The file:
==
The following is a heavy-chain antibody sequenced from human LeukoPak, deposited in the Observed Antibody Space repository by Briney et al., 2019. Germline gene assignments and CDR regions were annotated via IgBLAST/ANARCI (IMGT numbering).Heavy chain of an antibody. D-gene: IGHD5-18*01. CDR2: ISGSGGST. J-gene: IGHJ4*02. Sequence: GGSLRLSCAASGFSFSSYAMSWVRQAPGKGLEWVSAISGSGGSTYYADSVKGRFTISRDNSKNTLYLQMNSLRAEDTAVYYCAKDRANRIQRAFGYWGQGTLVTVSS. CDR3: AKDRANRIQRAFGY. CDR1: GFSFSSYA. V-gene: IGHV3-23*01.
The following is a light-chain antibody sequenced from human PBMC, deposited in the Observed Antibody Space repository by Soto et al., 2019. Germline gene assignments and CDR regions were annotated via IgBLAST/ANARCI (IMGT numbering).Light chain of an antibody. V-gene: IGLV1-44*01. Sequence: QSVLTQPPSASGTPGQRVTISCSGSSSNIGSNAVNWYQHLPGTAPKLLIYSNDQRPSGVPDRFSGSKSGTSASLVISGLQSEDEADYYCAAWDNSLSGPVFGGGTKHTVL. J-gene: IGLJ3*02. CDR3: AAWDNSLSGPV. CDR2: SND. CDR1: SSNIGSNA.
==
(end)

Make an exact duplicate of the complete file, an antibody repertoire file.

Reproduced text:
The following is a heavy-chain antibody sequenced from human LeukoPak, deposited in the Observed Antibody Space repository by Briney et al., 2019. Germline gene assignments and CDR regions were annotated via IgBLAST/ANARCI (IMGT numbering).Heavy chain of an antibody. D-gene: IGHD5-18*01. CDR2: ISGSGGST. J-gene: IGHJ4*02. Sequence: GGSLRLSCAASGFSFSSYAMSWVRQAPGKGLEWVSAISGSGGSTYYADSVKGRFTISRDNSKNTLYLQMNSLRAEDTAVYYCAKDRANRIQRAFGYWGQGTLVTVSS. CDR3: AKDRANRIQRAFGY. CDR1: GFSFSSYA. V-gene: IGHV3-23*01.
The following is a light-chain antibody sequenced from human PBMC, deposited in the Observed Antibody Space repository by Soto et al., 2019. Germline gene assignments and CDR regions were annotated via IgBLAST/ANARCI (IMGT numbering).Light chain of an antibody. V-gene: IGLV1-44*01. Sequence: QSVLTQPPSASGTPGQRVTISCSGSSSNIGSNAVNWYQHLPGTAPKLLIYSNDQRPSGVPDRFSGSKSGTSASLVISGLQSEDEADYYCAAWDNSLSGPVFGGGTKHTVL. J-gene: IGLJ3*02. CDR3: AAWDNSLSGPV. CDR2: SND. CDR1: SSNIGSNA.